Saturday, August 22, 2015

Summer Reads #5

The Little Paris Bookshop by Nina George
After seeing this on the PNW bestseller list for weeks on end, and considering I was heading to Paris, I figured it was time to read this little gem...and it is a beauty.  Beautifully written, it encompasses the life of Monsieur Perdu, a bookseller whose barge on the Seine river in Paris provides a world of words, imagination, and beauty for so many customers and neighbors.  However, Perdu is haunted by the loss of his own years ago and has yet to rejoin the human race.  As he takes a 'walkabout' down the river, meeting all sorts of humans, he recommends books to heal, books to inspire, and books to teach - whatever he 'sees' the person needs at that moment. This novel is about not only finding love and forgiveness in one's life, but also about the comfort and solace so many of us find in books.  Read in the long plane ride to Paris, this is truly a lovely read.

Wonder by R.J. Palacio
This is a spectacular YA book, that should be read by adults, as well as kids, most especially for all my teacher friends.  The story tells of a young boy named Auggie whose life took a big u-turn at birth, as he was born with a double-genetic malnormality, creating a face that scares parents and children alike, and leaves Auggue wanting to permanently wear the Star Wars space helmet he got as a little boy. Now an eleven year old middle-schooler, after 37 painful operations, it is time for Auggie to brave the world of school.  Your heart will break as you read not only of the overt teasing and cries of horror by other students, but the more painful, insidious bullying of a bright, courageous, funny, and thoroughly delightful young man as he teaches all of us what it means to be a 'wonder' in today's world.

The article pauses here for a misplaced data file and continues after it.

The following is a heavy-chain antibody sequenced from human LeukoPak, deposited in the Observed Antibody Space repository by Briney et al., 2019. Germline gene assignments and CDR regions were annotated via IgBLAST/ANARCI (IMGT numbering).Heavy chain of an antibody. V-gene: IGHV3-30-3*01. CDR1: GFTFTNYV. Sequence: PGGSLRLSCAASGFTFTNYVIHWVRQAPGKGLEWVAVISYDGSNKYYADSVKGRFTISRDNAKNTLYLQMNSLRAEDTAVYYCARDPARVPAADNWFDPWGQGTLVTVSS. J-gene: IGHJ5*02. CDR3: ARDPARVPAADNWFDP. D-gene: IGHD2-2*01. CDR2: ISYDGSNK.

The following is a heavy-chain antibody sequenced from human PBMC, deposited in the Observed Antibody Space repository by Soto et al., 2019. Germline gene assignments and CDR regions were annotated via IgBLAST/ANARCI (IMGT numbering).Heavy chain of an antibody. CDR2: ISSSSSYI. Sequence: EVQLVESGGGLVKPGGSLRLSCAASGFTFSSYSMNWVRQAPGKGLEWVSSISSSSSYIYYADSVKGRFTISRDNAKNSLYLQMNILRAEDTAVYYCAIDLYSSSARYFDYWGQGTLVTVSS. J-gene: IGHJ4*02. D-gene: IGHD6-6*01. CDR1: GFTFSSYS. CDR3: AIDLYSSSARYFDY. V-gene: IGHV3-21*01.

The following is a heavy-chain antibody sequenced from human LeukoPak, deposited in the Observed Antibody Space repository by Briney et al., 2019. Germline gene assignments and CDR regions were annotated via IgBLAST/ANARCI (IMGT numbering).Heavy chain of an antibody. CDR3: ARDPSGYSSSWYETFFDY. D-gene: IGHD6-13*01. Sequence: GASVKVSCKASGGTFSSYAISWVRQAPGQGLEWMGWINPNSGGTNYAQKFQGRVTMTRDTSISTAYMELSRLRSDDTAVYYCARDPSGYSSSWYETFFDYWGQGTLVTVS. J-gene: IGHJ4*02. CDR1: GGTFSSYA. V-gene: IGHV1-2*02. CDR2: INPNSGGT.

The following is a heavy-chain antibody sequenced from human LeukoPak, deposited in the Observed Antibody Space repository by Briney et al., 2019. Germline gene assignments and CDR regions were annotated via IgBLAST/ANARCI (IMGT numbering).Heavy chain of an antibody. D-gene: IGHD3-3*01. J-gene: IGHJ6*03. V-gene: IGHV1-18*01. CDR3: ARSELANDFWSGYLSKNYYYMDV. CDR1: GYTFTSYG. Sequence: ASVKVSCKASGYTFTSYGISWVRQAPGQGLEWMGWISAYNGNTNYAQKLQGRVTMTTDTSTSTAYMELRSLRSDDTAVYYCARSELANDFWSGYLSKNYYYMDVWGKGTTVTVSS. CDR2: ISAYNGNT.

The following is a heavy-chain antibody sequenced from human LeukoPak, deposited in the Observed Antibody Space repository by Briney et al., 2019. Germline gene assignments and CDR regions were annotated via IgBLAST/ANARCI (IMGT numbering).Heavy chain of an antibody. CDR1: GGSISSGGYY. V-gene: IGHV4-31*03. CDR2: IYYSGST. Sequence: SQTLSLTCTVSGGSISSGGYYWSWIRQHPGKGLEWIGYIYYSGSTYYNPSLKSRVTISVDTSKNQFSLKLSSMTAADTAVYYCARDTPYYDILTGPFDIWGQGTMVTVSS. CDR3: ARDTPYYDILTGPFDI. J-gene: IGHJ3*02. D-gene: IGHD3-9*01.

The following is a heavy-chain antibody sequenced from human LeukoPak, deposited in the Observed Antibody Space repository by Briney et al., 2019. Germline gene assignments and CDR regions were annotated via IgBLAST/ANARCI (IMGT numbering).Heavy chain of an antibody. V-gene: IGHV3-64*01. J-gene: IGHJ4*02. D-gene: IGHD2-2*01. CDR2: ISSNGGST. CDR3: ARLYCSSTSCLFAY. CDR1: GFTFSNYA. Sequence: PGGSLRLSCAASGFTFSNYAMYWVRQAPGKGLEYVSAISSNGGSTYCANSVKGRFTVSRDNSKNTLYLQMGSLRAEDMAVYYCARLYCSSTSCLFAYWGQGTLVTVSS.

Missoula:  Rape and the Justice System in a College Town by Jon Krakauer
If you are from the PNW, you would be hard-pressed to not know of Jon Krakauer, the Outside magazine writer who has exposed us to so many incredible tales over the years:  Into the Wild, Into Thin Air, Under the Banner of Heaven, and Where Men Win Glory.  Within his non-fiction books, Krakauer always does a thorough job of reporting, gathering information not only from the main subjects, but from the vital peripheral ones as well.  He does not disappoint with his latest book, but he will leave you disturbed, angry, and saddened over the climate of sexual abuse, discrimination, and blatant miscarriage of justice not only in universities today, but in American society.  Krakauer looks at a few specific cases in Missoula, following cases that are not prosecuted, ones that are settled, and even a case that goes all the way to trial.  At the end of this book, you will not feel satisfied and delighted; however, I do believe this is absolutely a book that everyone should read - parents with both sons and daughters, folks sending kids to college, anyone involved with young men and women today, particularly in an educational setting.  You will never view the crime of rape in the same way again.

I'll Give You the Sun by Jandy Nelson
This is the book that pretty much every staffer at Village Books, our delightful independent bookseller here in Bellingham, has on their 'staff pick' book shelf. Technically classified as YA, I would say this is merely because the main characters are teens; nothing else is 'young' in this novel.  As the book opens, we are immediately introduced to twins Noah and Jude, and throughout the book we see the story unfold through their eyes, as the author slides us back and forth in time.  All we know is that these two siblings who used to stand shoulder to shoulder as they did in the womb, have split somehow from each other.  We see Noah, an artistically brilliant young 'Picasso-esque' teen, attempting to cope with society when he does not really fit in.  Jude, a brash, independent young woman morphs into a creature who hides from society.  Jandy Nelson, a brilliant writer, keeps the reader obsessively turning pages, putting together the pieces of all the characters, not just the twins but the artistic mother, the math-professor father, the tortured sculptor, and the homeless drug-addicted teenager who inhabit the twins' lives.  In the end, I agree with the VB staff - this is the most brilliantly written, magical, heart-wrenching, and redemptive book I have read in 2015.  I cannot recommend it highly enough.